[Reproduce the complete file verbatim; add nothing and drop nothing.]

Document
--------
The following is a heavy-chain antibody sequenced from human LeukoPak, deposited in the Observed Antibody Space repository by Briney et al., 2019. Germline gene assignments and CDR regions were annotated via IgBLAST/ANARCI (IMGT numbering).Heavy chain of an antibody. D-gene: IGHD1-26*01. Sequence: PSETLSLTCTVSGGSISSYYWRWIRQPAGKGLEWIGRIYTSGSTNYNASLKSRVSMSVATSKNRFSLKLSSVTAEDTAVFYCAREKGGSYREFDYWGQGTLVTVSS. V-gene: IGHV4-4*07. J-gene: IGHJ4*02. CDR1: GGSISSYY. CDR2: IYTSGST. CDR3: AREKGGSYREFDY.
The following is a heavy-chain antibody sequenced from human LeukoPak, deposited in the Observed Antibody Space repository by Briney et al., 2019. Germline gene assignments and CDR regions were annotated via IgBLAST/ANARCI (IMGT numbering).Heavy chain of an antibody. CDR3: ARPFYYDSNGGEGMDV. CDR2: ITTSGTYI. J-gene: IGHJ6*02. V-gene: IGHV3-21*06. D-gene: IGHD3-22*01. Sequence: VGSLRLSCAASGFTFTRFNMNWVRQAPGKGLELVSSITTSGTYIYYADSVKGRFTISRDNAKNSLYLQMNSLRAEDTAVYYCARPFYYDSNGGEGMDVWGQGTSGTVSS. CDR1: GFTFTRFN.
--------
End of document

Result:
The following is a heavy-chain antibody sequenced from human LeukoPak, deposited in the Observed Antibody Space repository by Briney et al., 2019. Germline gene assignments and CDR regions were annotated via IgBLAST/ANARCI (IMGT numbering).Heavy chain of an antibody. D-gene: IGHD1-26*01. Sequence: PSETLSLTCTVSGGSISSYYWRWIRQPAGKGLEWIGRIYTSGSTNYNASLKSRVSMSVATSKNRFSLKLSSVTAEDTAVFYCAREKGGSYREFDYWGQGTLVTVSS. V-gene: IGHV4-4*07. J-gene: IGHJ4*02. CDR1: GGSISSYY. CDR2: IYTSGST. CDR3: AREKGGSYREFDY.
The following is a heavy-chain antibody sequenced from human LeukoPak, deposited in the Observed Antibody Space repository by Briney et al., 2019. Germline gene assignments and CDR regions were annotated via IgBLAST/ANARCI (IMGT numbering).Heavy chain of an antibody. CDR3: ARPFYYDSNGGEGMDV. CDR2: ITTSGTYI. J-gene: IGHJ6*02. V-gene: IGHV3-21*06. D-gene: IGHD3-22*01. Sequence: VGSLRLSCAASGFTFTRFNMNWVRQAPGKGLELVSSITTSGTYIYYADSVKGRFTISRDNAKNSLYLQMNSLRAEDTAVYYCARPFYYDSNGGEGMDVWGQGTSGTVSS. CDR1: GFTFTRFN.